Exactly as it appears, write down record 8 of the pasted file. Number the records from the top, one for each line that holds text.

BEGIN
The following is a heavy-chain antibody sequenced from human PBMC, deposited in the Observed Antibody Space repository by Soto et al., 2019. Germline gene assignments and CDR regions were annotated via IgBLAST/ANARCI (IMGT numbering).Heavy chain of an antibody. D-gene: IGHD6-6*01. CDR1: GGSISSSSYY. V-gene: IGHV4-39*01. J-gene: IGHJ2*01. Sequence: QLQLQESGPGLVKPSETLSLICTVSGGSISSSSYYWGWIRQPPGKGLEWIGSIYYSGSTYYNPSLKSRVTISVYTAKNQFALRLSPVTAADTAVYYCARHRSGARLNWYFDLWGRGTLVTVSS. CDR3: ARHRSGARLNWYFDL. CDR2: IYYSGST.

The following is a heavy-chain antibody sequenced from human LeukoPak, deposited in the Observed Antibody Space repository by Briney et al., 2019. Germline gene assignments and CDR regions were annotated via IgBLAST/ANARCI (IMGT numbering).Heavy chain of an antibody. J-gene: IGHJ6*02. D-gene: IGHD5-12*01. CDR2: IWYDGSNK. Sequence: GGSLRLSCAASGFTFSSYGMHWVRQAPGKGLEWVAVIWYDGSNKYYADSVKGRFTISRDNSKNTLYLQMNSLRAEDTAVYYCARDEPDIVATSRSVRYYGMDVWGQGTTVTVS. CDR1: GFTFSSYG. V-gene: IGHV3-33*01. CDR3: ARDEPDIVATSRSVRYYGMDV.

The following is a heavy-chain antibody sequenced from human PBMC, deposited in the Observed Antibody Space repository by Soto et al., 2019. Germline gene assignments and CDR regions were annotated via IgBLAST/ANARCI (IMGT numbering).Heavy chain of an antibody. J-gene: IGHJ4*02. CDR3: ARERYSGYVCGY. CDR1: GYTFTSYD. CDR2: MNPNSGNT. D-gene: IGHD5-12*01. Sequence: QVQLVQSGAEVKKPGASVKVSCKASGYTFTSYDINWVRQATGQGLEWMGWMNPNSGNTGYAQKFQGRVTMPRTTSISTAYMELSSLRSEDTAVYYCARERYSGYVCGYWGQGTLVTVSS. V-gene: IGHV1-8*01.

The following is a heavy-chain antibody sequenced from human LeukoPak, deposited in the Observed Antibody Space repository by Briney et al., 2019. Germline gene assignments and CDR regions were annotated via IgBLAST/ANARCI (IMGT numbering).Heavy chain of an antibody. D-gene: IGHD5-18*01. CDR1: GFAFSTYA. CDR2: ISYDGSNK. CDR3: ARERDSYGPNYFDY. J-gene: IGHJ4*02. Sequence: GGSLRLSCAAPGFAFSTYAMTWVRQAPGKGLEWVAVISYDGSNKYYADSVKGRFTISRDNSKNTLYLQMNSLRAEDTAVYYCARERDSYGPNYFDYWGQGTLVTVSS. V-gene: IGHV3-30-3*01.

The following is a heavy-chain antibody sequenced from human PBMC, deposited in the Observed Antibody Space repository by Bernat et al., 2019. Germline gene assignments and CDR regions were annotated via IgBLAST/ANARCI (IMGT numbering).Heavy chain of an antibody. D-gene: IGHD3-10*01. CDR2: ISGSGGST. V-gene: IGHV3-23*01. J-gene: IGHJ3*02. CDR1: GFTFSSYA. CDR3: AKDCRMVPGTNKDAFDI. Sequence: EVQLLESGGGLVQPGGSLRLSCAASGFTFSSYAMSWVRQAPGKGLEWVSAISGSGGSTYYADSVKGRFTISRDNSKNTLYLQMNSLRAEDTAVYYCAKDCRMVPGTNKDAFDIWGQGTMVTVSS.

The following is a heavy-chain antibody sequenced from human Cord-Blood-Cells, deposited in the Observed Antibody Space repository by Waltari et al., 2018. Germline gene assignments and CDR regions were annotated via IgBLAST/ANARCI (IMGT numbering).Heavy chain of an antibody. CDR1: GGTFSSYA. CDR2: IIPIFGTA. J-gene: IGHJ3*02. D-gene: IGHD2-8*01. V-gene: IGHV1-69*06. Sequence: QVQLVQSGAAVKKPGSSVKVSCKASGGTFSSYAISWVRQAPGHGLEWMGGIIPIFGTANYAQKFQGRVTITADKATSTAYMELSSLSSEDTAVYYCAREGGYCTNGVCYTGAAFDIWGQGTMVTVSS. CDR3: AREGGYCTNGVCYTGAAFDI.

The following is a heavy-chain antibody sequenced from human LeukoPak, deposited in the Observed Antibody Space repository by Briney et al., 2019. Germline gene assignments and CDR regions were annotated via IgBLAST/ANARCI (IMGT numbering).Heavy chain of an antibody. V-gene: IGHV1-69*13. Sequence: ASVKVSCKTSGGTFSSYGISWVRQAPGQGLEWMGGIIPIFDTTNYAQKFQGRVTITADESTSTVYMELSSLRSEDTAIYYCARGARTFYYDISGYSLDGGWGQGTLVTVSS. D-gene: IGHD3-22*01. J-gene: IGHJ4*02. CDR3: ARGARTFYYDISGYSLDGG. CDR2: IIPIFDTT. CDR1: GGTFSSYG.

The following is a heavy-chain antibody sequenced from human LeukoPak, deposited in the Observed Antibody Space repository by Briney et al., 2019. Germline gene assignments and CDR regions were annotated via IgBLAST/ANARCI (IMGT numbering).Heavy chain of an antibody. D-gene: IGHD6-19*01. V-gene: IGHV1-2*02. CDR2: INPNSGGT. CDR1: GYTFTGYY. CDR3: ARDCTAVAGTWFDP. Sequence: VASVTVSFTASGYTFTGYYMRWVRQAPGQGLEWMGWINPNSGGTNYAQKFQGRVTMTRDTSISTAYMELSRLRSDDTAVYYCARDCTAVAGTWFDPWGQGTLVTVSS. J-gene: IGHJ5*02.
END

The following is a heavy-chain antibody sequenced from human LeukoPak, deposited in the Observed Antibody Space repository by Briney et al., 2019. Germline gene assignments and CDR regions were annotated via IgBLAST/ANARCI (IMGT numbering).Heavy chain of an antibody. D-gene: IGHD6-19*01. V-gene: IGHV1-2*02. CDR2: INPNSGGT. CDR1: GYTFTGYY. CDR3: ARDCTAVAGTWFDP. Sequence: VASVTVSFTASGYTFTGYYMRWVRQAPGQGLEWMGWINPNSGGTNYAQKFQGRVTMTRDTSISTAYMELSRLRSDDTAVYYCARDCTAVAGTWFDPWGQGTLVTVSS. J-gene: IGHJ5*02.